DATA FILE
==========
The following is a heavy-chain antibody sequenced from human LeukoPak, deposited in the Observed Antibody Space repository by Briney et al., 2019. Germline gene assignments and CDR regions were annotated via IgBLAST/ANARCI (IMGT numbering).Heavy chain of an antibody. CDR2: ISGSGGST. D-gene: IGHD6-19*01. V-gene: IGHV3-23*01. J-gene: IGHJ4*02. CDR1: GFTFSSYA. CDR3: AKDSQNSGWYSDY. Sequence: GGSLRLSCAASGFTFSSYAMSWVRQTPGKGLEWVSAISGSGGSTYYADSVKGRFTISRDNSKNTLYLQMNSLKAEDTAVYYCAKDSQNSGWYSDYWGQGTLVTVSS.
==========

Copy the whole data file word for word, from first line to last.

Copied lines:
The following is a heavy-chain antibody sequenced from human LeukoPak, deposited in the Observed Antibody Space repository by Briney et al., 2019. Germline gene assignments and CDR regions were annotated via IgBLAST/ANARCI (IMGT numbering).Heavy chain of an antibody. CDR2: ISGSGGST. D-gene: IGHD6-19*01. V-gene: IGHV3-23*01. J-gene: IGHJ4*02. CDR1: GFTFSSYA. CDR3: AKDSQNSGWYSDY. Sequence: GGSLRLSCAASGFTFSSYAMSWVRQTPGKGLEWVSAISGSGGSTYYADSVKGRFTISRDNSKNTLYLQMNSLKAEDTAVYYCAKDSQNSGWYSDYWGQGTLVTVSS.